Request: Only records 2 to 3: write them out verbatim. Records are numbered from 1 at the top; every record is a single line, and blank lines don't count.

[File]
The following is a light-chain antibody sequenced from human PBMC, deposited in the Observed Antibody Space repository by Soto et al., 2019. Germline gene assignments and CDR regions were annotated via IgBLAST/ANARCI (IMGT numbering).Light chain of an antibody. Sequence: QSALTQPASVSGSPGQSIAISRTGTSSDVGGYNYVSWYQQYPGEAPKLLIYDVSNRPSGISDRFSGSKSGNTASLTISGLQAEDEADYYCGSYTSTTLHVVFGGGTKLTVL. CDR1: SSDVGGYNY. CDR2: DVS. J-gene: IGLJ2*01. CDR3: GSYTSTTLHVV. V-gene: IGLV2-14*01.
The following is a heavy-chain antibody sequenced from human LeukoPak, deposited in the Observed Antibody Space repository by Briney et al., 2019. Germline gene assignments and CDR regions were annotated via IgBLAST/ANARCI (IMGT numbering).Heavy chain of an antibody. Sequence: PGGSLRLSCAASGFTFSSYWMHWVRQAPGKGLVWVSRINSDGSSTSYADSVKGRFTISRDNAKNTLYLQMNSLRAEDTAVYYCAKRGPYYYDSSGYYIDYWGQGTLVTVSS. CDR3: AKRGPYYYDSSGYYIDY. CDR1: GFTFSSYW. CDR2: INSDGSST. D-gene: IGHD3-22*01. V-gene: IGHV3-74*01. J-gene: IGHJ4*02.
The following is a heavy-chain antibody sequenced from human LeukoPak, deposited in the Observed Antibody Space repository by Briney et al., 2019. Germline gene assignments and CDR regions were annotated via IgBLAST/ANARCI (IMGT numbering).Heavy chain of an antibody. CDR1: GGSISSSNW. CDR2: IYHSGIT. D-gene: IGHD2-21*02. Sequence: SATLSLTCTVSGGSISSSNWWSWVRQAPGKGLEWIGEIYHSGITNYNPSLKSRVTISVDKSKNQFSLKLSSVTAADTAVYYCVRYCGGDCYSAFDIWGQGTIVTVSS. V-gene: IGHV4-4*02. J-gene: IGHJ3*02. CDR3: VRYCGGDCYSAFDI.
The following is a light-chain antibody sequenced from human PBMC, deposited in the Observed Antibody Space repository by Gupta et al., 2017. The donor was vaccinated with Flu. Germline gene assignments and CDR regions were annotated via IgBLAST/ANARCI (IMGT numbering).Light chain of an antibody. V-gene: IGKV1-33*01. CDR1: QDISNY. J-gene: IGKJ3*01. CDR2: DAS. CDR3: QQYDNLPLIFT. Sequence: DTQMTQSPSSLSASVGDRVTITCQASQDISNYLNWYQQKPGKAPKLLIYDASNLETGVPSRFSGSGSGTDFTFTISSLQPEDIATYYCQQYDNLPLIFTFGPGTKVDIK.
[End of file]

The following is a heavy-chain antibody sequenced from human LeukoPak, deposited in the Observed Antibody Space repository by Briney et al., 2019. Germline gene assignments and CDR regions were annotated via IgBLAST/ANARCI (IMGT numbering).Heavy chain of an antibody. Sequence: PGGSLRLSCAASGFTFSSYWMHWVRQAPGKGLVWVSRINSDGSSTSYADSVKGRFTISRDNAKNTLYLQMNSLRAEDTAVYYCAKRGPYYYDSSGYYIDYWGQGTLVTVSS. CDR3: AKRGPYYYDSSGYYIDY. CDR1: GFTFSSYW. CDR2: INSDGSST. D-gene: IGHD3-22*01. V-gene: IGHV3-74*01. J-gene: IGHJ4*02.
The following is a heavy-chain antibody sequenced from human LeukoPak, deposited in the Observed Antibody Space repository by Briney et al., 2019. Germline gene assignments and CDR regions were annotated via IgBLAST/ANARCI (IMGT numbering).Heavy chain of an antibody. CDR1: GGSISSSNW. CDR2: IYHSGIT. D-gene: IGHD2-21*02. Sequence: SATLSLTCTVSGGSISSSNWWSWVRQAPGKGLEWIGEIYHSGITNYNPSLKSRVTISVDKSKNQFSLKLSSVTAADTAVYYCVRYCGGDCYSAFDIWGQGTIVTVSS. V-gene: IGHV4-4*02. J-gene: IGHJ3*02. CDR3: VRYCGGDCYSAFDI.